Judge Kent McDaniel takes oath as Rankin County Youth Court Judge

December 28, 2023

Judge Kent McDaniel took the oath of office on Dec. 28 to continue his work as Rankin County Youth Court Judge.

Judge Kent McDaniel takes oath

Judge McDaniel said that he expects to serve for a year, but will not seek election in the special election in November 2024. He said after the ceremony, “The Governor appointed me so that the people of this county can elect their next judge.”

Gov. Tate Reeves appointed Judge McDaniel to fill the vacancy created by the death of County Court and Youth Court Judge Thomas Broome. Judge McDaniel’s one-year appointment is effective Jan. 1, 2024, and will end on Jan. 5, 2025. The Governor scheduled a special election for Nov. 5, 2024, for the Place 2 judgeship on the Rankin County Court.

Judge McDaniel retired Sept. 30, 2021, after 24 years of service as Rankin County Court Judge. He came out of retirement to work as a special judge hearing Rankin County Youth Court cases by appointment of the Supreme Court on April 20, 2023, assisting after Judge Broome became ill. Judge Broome died May 21. The Special Judge appointment by the Supreme Court is scheduled to end Dec. 31.

Reflecting on his long public service and his decision to return to the bench, Judge McDaniel said, “I love this county and I love the people of this county and I’ve tried to serve them the best that I could.”

Rankin County Court Judge David Morrow Jr. administered the oath to Judge McDaniel during the ceremony at the Rankin County Justice Center in Brandon. Judge Morrow noted a role reversal. Judge McDaniel had administered the oath of office to Judge Morrow when Judge McDaniel retired in September 2021. Judge Morrow was appointed by the Governor to the vacancy created by Judge McDaniel’s now short-lived retirement.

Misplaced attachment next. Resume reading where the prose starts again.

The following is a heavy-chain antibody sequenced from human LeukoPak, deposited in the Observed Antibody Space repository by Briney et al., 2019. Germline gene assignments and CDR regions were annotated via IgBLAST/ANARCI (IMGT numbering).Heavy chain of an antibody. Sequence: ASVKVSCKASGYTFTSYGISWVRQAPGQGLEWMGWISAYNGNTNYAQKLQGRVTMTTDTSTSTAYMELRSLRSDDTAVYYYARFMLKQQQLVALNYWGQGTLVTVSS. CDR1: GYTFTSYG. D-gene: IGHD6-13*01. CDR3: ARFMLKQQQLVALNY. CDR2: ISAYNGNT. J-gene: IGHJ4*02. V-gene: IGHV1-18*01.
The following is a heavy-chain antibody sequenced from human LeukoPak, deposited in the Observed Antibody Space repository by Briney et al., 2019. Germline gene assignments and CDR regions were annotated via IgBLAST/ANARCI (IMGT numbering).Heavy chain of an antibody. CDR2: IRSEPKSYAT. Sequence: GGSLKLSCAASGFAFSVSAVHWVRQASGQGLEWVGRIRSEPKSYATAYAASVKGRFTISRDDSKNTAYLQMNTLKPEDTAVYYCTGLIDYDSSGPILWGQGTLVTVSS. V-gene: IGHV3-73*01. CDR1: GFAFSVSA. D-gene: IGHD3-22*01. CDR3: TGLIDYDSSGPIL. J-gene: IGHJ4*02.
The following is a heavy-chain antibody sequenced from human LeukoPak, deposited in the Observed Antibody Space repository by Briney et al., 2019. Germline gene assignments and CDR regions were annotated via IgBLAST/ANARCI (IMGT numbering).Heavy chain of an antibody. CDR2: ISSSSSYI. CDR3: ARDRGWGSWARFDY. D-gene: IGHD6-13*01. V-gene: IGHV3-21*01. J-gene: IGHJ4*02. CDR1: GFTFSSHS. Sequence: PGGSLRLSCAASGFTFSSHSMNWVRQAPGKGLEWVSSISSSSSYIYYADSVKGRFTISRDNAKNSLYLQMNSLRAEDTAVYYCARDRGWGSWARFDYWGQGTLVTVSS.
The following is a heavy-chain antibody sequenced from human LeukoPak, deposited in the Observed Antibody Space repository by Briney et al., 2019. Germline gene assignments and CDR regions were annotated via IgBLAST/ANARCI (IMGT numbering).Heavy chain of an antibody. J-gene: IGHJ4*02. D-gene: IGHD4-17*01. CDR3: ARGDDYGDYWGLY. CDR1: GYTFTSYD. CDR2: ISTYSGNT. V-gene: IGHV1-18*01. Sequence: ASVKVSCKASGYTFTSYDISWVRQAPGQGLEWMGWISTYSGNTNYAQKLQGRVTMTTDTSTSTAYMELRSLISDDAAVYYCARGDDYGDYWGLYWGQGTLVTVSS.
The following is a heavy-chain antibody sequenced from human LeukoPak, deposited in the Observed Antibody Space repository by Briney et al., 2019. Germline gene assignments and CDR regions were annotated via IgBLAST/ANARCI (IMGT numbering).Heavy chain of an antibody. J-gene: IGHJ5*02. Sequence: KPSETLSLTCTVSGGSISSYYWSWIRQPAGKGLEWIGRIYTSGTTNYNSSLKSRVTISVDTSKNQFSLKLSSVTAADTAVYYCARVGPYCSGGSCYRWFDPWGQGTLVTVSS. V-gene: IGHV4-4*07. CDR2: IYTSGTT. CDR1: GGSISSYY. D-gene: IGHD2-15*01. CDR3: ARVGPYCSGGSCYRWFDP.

Judge McDaniel took the oath at the start of a ceremony in which a dozen other Rankin County officials were sworn in. Sheriff Bryan Bailey, Coroner David Ruth, Supervisor Sid Scarbrough, Supervisor Scott Berry, Supervisor Stephen Gaines, Supervisor Jay Bishop, Election Commissioner Andrew Sorrentino, Election Commissioner Rusty Bain, Tax Collector Caroline Gilbert, Tax Assessor Staci McNinch, Circuit Clerk Michelle Adcock and Chancery Clerk Mark S. Scarborough all took their oaths of office. Judge McDaniel, Judge Morrow, Justice Court Judge Richard Redfern, Chancellor Haydn Roberts and Chancellor Troy Odom took turns administering the oaths.

U.S. Congressman Michael Guest recognized retiring Chancery Clerk Larry Swales and retiring Circuit Clerk Becky Boyd and thanked them for their long years of public service. He told new and re-elected officeholders, “Thank you for your willingness to serve.”

Judge McDaniel has 40 years of public service. He began his career of state public service with the Mississippi Bureau of Narcotics as one of the original agents in 1972. He worked undercover for three years, then supervised investigations in 27 counties in south Mississippi.

He was Deputy Commissioner of Corrections 1979-1980. His duties included dealing with the budget and Legislative appropriations for MDOC.

In 1980, he became director of the Mississippi Law Enforcement Officers Training Academy. He served as director until 1986. After that, he was in private law practice for about three years.

He served as First Assistant U.S. Attorney for the Southern District of Mississippi from 1989 to 1995. He returned to the private practice of law in 1995, and was Flowood Municipal Judge from November 1995 until his appointment to the Rankin County Court bench by former Gov. Kirk Fordice on Sept. 1, 1997.

Judge McDaniel served as chairman of the Conference of County Court Judges for more than 10 years. He was appointed to the Commission on Judicial Performance in January 2015. He was Commission Chairman when he stepped down shortly before his 2021 retirement.

Judge McDaniel grew up in Sandersville in Jones County. He graduated with honors from Belhaven College in 1969, then earned a master's degree with honors from the University of Southern Mississippi. He earned a Juris Doctor degree from Mississippi College School of Law, graduating first in his class. In 2013, he was awarded a Doctor of Laws degree from Mississippi College School of Law, where he served as an adjunct faculty member for 25 years, teaching trial practice.

He served with the 20th Special Forces Group of the Mississippi Army National Guard from 1968-1973 and with the 112th MP Battalion, MANG, from 1973-1978, leaving the service with the rank of First Lieutenant.